Many marketers believe that the call-to-action, sign-up form, and other important elements of a web page should be located above the fold, or in other words, in the area of a web page that you can see without scrolling. The “above the fold” rule has become so widely accepted that most web designers blindly follow it.

The concept of “above the fold” was carried over from newspapers and direct mail design. On the web, the fold is an imaginary line between the part of a web page that you can see without scrolling and the part of a web page that you must scroll down to see. Simply put, content above the fold isview-ablewithout further action.

Do Users Scroll?

In the mid-90s, usability studies showed that web users rarely scrolled. Users looked at the visible information on a web page to determine whether they would stay or leave. Since most people never looked at content below the fold, adhering to the “above the fold” rule in web design made sense at the time. But as early as 1997, usability expertJacobNielsen retracted the guideline to avoid scrolling pages.

Web users are now accustomed to using their browsers’ scroll bars. Furthermore, blogs and social media websites like Facebook and Twitter have become wildly popular, and people are used to scrolling to get information on these types of websites. Another reason why the “above the fold” rule no longer applies is that people use a variety of devices, including smartphones and tablets, to access the web. Because there are so many different browser sizes, browser resolutions, screen resolutions, and monitor sizes and orientations, the folddoesn’treally exist anymore.

Thisdoesn’tmean you should put all of your best content below the fold it simply means that you don’t have to worry about fitting everything above the fold. Featuring less content above the fold actually encourages people to scroll down and see what is further down the page. As people scroll down, make each section enticing to build desire and lead them further down the page. Here are some other ways to encourage users to scroll:

  • Use a lot of white space above the fold to encourage exploration.
  • Avoid creating barriers that make it look like there’s no content below the fold, such as large horizontal bars that run across the bottom of the page.
  • Use visual clues that lead users’ eyes down the page.
  • Make a small amount of content from below the fold visible just above the fold to entice people to scroll.
  • Avoid using in-page scroll bars because it can confuse users, who typically look at the browser scrollbar to determine how much content is on the page.
  • Create compelling content that keeps visitors interested.

Long web pages can still be problematic because web users have limited attention spans and prefer websites that get the point across quickly. But if you have long content, you should present it on a single web page instead of splitting it across multiple pages because it’s easier for people to scroll down a page than click to another page.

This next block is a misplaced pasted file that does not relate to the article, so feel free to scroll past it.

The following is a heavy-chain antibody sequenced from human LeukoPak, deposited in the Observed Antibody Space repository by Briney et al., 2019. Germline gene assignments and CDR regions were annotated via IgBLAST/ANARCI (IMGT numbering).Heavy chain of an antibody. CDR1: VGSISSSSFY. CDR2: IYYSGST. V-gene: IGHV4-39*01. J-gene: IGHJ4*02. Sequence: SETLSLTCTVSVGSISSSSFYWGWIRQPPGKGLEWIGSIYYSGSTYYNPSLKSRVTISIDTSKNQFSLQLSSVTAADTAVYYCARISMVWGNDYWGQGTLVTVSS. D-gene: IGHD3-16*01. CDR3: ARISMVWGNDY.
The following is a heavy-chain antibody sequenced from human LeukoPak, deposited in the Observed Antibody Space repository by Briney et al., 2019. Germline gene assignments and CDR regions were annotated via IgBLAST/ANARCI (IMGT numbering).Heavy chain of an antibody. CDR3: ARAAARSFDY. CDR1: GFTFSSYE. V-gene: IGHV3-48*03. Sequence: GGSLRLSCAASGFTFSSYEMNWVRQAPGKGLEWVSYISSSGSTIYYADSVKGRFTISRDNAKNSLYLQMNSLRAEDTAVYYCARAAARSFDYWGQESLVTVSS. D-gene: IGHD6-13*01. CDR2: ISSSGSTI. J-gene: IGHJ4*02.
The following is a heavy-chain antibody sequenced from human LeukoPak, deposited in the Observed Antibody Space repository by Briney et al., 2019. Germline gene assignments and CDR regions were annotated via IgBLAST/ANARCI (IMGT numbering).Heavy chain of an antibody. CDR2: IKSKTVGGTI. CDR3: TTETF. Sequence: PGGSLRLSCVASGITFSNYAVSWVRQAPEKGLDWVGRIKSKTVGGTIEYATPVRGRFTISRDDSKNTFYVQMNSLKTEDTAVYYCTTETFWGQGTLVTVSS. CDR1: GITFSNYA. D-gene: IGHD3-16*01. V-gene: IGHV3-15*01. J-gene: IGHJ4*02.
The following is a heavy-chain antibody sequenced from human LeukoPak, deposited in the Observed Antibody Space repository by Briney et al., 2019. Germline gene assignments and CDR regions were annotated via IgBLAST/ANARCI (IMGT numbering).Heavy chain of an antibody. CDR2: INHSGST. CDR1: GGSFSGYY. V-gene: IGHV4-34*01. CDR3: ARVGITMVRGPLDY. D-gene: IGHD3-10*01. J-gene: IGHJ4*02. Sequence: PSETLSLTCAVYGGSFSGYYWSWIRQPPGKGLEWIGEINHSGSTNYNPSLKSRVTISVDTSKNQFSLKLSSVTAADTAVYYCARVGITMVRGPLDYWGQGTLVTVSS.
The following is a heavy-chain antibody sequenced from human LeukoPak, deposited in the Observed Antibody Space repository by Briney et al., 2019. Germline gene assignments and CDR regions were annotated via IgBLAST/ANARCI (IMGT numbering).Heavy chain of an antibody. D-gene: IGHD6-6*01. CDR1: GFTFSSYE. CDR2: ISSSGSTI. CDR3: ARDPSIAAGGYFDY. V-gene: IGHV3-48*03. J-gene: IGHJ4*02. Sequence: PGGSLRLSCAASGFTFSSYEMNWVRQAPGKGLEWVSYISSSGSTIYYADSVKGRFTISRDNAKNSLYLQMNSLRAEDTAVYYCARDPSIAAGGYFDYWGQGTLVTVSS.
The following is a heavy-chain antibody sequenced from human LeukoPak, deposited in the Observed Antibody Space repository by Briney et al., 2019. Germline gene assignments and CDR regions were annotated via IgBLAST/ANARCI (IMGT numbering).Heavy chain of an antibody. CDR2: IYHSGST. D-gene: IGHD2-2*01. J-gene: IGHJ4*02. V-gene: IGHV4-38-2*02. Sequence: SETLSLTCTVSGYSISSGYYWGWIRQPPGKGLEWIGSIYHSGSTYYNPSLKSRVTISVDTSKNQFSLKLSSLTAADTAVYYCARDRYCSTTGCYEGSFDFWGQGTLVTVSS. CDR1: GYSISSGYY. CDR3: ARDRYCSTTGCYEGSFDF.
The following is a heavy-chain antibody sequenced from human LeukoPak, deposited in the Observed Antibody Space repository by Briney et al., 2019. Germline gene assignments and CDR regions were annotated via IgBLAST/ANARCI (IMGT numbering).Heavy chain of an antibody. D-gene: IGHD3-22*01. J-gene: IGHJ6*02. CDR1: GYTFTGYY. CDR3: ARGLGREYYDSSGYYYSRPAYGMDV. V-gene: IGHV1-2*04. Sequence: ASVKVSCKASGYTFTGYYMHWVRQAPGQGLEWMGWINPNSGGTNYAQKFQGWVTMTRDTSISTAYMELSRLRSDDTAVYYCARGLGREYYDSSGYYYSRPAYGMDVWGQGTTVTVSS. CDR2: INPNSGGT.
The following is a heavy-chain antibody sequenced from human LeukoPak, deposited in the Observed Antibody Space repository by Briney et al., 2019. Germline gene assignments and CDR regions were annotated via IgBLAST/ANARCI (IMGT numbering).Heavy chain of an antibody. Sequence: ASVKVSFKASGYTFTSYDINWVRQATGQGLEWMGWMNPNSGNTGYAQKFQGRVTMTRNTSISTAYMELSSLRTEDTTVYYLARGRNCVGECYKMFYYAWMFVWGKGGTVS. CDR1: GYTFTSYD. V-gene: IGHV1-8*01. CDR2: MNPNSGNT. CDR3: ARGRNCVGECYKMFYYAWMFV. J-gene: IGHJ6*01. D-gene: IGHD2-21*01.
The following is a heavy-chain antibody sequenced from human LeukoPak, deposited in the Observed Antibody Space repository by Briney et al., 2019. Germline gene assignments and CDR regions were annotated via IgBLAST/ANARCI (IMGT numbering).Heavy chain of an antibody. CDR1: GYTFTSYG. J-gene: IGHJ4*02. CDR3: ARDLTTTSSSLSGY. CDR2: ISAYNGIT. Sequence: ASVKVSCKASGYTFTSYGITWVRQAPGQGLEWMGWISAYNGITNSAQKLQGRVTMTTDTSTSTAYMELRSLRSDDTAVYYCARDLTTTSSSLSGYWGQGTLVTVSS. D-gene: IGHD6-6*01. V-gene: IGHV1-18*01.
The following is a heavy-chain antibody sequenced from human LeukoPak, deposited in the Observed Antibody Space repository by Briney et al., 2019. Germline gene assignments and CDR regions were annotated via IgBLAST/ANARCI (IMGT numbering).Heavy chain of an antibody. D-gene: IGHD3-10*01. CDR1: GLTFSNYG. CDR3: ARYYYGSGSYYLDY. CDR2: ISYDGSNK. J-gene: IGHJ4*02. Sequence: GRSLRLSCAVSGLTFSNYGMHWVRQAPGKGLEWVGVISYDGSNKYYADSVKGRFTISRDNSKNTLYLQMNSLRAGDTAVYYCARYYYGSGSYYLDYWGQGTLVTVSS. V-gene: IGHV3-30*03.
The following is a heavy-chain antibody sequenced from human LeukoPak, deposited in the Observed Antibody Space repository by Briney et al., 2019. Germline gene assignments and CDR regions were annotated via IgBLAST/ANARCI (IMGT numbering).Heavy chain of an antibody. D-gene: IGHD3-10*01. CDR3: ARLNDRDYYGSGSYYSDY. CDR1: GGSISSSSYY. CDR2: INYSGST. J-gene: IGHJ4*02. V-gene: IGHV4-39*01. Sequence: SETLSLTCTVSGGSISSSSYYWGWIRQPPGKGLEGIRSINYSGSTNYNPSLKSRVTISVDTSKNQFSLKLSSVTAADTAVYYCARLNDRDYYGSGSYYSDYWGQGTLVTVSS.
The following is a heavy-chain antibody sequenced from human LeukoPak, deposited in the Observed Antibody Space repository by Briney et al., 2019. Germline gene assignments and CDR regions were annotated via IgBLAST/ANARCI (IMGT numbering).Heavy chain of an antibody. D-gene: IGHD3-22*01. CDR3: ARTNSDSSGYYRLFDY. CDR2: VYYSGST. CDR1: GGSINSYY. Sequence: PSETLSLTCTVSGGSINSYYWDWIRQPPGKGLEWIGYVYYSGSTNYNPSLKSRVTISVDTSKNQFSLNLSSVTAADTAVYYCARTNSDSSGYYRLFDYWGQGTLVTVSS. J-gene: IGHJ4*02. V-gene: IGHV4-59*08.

What to Display Above the Fold

Although today’s web users scroll, it’s important to note that content above the fold still gets the most attention. According to an eye tracking study performed byJacobNielsen, web users spend 80% of their time looking at information above the fold and only 20% of their time looking at information below the fold. That’s why it’s crucial to display content above the fold that convinces visitors that the rest of your site is worth reading. People decide whether or not to scroll based on the quality and value of the information they find above the fold. Furthermore, the top tasks that people carry out on your site should be visible above the fold.

Generally speaking, the most important information on a web page ought to be placed above the fold, but don’t cram it all in there. Elements above the foldshouldn’tbe fighting for attention everything must be sufficiently spaced out. If you stuff too many images, headlines, buttons, etc. above the fold, it will weaken the impact of your message.

Prioritize Your Target Audience’s Needs

Prioritize the needs of your users when deciding whether to place content above or below the fold. For example, if you’re designing a landing page, you must take the time to educate prospects and clearly state the benefits of your offer above the fold. If you show people a sign-up form before they have more details about your product or service, it may make you seem pushy and garner a negative reaction because you’re asking them to trust you before you even explain the value of your offer to them.

Trying to get people to commit before they’re ready to take the plunge can affect your landing page’s conversion rate. Use as much space as you need to outline the benefits of your offer because if you do so, people will be more motivated to take action.

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